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Identifying quantity

There are two basic complementary but different ways that we determine quantity:

  1. Counting
  2. Subitising.

The earliest form of recognizing quantity is described as subitising. Subitising is the direct and rapid perceptual apprehension of the numerosity of a group. The word subitise comes from the Latin “to arrive suddenly” (Kaufman, Lord, Reese, & Volkmann, 1949). Based on research into response times, subitising is generally associated with up to four objects in a random pattern.

With five or more items there is a dramatic increase in response times, suggesting counting may be occurring (Wolter, van Kempen, & Wijhuizen, 1987). The process of subitising is considered to be relatively effortless. The arrangement of the items also appears to have an impact on the response time with five or more items.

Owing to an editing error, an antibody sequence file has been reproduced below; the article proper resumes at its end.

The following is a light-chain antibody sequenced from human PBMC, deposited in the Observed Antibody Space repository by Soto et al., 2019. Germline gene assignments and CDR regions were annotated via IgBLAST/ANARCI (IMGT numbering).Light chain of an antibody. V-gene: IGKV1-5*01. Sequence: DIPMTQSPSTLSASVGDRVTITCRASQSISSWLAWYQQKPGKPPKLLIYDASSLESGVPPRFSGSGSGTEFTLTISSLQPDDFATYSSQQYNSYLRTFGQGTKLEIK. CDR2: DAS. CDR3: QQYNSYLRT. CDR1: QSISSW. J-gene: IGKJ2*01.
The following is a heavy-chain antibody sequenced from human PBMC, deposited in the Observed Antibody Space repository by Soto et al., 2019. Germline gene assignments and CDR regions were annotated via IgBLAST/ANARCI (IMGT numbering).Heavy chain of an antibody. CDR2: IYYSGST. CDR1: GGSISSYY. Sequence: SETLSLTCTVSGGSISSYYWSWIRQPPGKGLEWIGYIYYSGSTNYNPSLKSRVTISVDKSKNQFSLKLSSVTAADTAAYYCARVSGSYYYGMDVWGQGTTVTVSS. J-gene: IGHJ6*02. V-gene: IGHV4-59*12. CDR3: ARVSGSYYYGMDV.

When students have developed knowledge of the number words associated with small quantities, subitising can be used to describe when a student is able to instantly recognise and allocate a number word to a small group of perceptual items. Kaufman used the term subitising to refer to verbal naming of the numerosity of the perceptual items. An example of subitising is naming the number of biscuits on a plate without having to count each biscuit. Fitzhugh (1978) found that some children could subitise sets of two, but were not able to count them. As none of these very young children were able to count any sets that they could not subitise, she concluded that subitising is a necessary precursor to counting.

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The regularity in a pattern can also contribute to an appreciation of how things fit together in space, known as spatial structure.